When Robert Moffat left home at the age of eighteen, his godly mother, apprehensive about her son’s unconverted heart, asked him to read a chapter of God’s Word every morning and night. He recounted that one evening not many months later, as he read, a “renovation of light entered my darkened soul” and he became a child of God.
Robert had his life mapped out, but God had other plans. One day about a year after his conversion, as Robert walked toward a neighboring town to make a few purchases, he contemplated his future. He thought with pleasure of a prestigious position which had recently been offered him, and pictured himself climbing to a place of wealth and renown. Suddenly, his attention was arrested by a poster advertising a missionary meeting. The date was past, but Robert’s mind went back to his mother’s stories of missionaries who had taken the Gospel to remote areas of the world. Then, in the quietness of his soul, a Voice spoke: “Will you give up your plans for My plans? Are you willing to suffer that the heathen may be saved?” “Yes, Lord,” he said aloud, and from that day on, he had one passion—to take the Gospel to souls without God.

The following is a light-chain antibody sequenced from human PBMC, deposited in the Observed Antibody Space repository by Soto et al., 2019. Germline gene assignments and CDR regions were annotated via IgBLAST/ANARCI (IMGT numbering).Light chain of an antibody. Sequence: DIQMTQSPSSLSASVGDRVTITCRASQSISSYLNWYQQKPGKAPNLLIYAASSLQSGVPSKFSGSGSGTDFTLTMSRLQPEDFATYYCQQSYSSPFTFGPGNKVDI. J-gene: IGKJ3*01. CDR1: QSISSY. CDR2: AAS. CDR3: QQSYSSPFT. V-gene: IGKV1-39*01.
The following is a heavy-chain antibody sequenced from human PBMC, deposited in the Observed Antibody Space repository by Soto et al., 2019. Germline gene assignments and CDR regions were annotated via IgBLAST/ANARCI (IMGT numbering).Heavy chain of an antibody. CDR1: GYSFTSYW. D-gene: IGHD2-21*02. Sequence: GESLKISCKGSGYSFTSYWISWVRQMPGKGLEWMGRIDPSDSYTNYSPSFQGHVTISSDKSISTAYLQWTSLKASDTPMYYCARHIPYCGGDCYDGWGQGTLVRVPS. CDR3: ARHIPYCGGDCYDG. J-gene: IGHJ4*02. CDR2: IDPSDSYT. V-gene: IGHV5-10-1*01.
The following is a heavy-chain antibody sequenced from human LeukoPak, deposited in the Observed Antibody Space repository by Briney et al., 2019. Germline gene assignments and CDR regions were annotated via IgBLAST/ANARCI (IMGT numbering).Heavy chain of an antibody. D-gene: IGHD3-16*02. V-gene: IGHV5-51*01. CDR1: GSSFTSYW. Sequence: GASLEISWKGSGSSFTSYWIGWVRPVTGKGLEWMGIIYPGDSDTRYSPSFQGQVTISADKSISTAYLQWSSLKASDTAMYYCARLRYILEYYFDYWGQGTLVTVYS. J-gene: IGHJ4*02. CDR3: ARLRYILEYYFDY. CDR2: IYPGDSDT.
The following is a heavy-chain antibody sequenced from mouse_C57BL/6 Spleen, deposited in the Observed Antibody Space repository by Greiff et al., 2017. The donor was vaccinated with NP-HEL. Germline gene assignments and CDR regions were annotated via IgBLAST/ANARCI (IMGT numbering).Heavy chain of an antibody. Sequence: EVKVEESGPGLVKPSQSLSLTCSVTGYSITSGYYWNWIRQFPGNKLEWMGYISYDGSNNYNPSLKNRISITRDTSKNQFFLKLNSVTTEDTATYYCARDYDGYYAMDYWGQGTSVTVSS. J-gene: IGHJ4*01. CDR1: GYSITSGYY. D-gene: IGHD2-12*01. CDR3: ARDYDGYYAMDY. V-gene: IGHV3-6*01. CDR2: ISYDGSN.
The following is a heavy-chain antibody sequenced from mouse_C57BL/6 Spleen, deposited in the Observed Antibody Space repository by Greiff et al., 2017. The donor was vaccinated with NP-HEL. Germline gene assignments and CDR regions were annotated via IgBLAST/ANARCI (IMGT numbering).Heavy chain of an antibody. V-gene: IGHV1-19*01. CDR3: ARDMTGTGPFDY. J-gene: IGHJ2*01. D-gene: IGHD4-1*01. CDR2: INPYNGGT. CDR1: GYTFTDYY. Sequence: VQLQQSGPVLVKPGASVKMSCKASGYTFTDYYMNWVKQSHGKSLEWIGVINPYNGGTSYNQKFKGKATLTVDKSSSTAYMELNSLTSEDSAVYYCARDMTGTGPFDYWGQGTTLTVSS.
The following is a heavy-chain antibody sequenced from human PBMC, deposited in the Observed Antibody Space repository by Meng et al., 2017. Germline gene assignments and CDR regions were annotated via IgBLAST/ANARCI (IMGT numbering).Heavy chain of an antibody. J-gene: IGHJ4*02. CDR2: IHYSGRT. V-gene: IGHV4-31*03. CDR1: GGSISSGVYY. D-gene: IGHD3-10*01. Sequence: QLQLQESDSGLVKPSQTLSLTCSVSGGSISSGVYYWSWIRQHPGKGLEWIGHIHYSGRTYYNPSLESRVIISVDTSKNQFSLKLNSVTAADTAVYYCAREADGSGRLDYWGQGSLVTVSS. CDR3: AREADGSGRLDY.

Some time later Robert took a position as gardener and there he met Mary, the love of his life. She, too, was a dedicated Christian with a zeal for foreign missions, and it did not take the two long to discover that they had much in common. When Robert was accepted by the London Missionary Society and his departure was imminent, he asked Mary if she would be willing to go with him.
Mary agreed with joy, but when Robert broached the matter to her parents, her father said, “My wife and I have no objection to your marriage, if you will stay in this country; but we will never agree to our only daughter going to some uncivilized land where she would suffer many hardships and, more likely than not, die an early death.” What a test of will! There were many tears as the two said goodbye; for, although their hearts were anguished, they were agreed that Robert must go to his God-given work while she remained at home.